Shanghai authorities have raised the statutory minimum wage. Following the increase on April 1, wages for full time workers will be raised from RMB 2,300 (US$363.70) to RMB 2,420 (US$382.67) per month, while wages for part time workers will be raised from RMB 20 (US$3.16) to RMB 21 (US$3.32) per hour.
The five per cent increase is identical to Shanghai’s 2017 minimum wage adjustment, but lower than in previous years. Shanghai currently has the highest minimum wage in China, followed by Shenzhen and Beijing.
In 2017, Shanghai’s GDP grew by 6.9 per cent, surpassing the RMB 3 trillion (US$467 billion) mark and mirroring the national growth rate. Earlier this year, Shanghai mayor Ying Yong set the city’s GDP growth target at “around 6.5 per cent” for the next five years.
Zolzaya Erdenebileg, Business Intelligence Senior Associate at Dezan Shira & Associates in Shanghai, commented: “It’s no secret that wages in emerging Asia are rising quickly. Foreign companies have to make sure that they’re on top of these changes in order to compete in the labor market.”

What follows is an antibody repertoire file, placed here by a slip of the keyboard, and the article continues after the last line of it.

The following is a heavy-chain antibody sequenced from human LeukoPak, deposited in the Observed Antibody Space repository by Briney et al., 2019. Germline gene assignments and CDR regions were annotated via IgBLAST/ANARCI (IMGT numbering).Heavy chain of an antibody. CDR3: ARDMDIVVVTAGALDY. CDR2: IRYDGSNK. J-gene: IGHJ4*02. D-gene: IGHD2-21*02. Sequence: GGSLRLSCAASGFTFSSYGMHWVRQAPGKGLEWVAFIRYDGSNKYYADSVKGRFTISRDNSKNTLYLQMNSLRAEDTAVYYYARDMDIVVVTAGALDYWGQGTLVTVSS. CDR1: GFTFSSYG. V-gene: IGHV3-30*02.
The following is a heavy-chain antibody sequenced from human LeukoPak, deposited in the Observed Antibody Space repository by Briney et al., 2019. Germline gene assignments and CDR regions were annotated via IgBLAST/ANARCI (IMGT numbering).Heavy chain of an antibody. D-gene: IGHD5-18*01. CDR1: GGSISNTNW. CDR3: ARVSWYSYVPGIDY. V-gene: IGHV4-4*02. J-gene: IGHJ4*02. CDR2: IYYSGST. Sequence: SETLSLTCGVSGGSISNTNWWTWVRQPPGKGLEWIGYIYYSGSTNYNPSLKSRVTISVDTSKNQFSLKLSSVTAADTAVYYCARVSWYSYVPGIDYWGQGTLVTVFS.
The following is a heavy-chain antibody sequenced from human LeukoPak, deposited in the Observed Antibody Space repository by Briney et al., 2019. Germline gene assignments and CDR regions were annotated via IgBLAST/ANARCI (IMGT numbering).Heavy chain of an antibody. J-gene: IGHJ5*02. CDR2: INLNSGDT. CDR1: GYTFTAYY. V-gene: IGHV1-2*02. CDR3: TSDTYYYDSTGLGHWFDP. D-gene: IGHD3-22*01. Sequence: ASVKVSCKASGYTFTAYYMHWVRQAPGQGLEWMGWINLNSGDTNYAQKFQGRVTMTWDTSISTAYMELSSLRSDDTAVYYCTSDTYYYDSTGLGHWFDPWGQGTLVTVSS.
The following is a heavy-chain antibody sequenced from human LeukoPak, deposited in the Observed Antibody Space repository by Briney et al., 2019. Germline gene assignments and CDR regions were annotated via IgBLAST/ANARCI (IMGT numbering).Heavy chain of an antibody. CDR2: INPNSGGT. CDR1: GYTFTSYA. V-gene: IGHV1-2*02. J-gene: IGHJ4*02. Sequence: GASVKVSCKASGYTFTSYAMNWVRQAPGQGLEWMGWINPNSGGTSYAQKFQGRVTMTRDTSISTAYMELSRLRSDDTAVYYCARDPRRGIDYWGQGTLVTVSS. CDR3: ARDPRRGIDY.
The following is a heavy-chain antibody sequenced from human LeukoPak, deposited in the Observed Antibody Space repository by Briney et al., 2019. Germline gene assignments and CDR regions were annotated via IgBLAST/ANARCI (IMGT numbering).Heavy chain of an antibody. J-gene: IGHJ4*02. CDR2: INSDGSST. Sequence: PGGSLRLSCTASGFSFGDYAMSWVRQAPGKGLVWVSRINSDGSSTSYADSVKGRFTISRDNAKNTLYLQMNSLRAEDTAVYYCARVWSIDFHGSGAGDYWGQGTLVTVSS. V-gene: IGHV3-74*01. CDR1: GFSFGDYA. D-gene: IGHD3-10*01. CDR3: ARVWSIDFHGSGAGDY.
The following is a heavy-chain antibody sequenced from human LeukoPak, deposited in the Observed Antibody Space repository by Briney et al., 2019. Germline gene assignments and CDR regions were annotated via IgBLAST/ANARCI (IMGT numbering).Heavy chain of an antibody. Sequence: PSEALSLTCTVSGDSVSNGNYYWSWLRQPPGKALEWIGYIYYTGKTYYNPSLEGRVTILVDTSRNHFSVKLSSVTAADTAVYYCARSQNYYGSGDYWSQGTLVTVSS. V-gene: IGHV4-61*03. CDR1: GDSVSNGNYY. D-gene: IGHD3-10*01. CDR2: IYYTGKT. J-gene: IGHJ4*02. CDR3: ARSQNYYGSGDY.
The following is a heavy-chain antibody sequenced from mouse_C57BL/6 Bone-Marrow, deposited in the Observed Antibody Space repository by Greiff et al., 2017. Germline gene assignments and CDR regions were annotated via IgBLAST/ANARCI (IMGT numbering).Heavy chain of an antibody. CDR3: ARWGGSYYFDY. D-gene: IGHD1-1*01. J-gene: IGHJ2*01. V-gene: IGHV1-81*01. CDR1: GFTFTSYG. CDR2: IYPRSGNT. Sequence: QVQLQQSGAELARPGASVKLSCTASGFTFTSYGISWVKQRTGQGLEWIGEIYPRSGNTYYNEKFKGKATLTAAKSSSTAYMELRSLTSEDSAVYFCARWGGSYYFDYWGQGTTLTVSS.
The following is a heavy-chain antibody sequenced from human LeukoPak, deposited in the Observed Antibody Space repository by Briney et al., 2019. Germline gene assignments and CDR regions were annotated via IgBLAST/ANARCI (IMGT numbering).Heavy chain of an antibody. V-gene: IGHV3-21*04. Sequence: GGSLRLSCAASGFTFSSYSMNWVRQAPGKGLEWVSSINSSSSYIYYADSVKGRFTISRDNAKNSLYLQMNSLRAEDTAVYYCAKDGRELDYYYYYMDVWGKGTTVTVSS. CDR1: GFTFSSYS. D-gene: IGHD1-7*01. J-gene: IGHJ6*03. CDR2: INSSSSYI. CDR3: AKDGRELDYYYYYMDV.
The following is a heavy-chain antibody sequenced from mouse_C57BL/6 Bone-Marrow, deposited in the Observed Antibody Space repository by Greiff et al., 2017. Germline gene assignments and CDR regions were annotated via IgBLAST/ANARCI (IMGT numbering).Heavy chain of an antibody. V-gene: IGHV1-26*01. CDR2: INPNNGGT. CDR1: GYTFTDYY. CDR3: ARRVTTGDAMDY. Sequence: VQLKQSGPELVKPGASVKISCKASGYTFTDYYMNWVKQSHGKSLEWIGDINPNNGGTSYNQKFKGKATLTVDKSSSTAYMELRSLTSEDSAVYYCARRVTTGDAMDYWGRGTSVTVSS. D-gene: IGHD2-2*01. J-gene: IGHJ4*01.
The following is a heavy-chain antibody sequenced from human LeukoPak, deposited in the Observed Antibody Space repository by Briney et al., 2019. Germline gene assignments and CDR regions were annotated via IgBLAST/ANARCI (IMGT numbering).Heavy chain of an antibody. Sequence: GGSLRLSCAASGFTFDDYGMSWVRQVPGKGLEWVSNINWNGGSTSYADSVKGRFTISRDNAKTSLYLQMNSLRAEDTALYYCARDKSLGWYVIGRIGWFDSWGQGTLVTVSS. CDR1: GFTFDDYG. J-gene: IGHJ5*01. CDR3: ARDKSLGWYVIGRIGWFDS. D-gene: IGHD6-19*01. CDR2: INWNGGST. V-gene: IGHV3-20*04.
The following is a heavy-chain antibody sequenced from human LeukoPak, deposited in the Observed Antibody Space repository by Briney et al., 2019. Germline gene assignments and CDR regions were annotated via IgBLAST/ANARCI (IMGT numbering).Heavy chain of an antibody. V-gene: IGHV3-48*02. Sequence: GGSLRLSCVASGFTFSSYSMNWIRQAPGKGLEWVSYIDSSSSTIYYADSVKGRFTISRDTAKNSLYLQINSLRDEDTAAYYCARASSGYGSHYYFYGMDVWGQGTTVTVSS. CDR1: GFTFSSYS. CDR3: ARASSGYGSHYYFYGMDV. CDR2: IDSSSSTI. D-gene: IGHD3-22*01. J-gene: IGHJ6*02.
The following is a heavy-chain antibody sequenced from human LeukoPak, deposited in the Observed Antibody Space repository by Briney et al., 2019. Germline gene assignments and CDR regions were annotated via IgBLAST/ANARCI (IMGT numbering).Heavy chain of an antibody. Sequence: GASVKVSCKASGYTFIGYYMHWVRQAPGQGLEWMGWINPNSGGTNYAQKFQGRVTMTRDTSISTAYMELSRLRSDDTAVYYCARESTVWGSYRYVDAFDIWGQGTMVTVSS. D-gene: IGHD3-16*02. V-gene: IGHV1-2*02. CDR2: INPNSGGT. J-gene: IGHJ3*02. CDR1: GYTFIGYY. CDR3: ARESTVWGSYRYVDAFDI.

In China, regional government set minimum wages according to local conditions. This year, several other regions in China have already updated their minimum wages this year, including Guangxi, Jiangxi, Liaoning, Sichuan, and Tibet.
Employers should expect more regional governments to revise their minimum wage in 2018. Although regional governments typically revise their minimum wage in the first part of the year, last year many were slow to announce reforms and its possible this may have a knock-on effect in 2018.
Employers should further note that minimum wage revisions can be linked to social insurance or other forms of compensation in some areas of the country. HR and payroll professionals should therefore monitor local announcements carefully and prepare to adapt accordingly.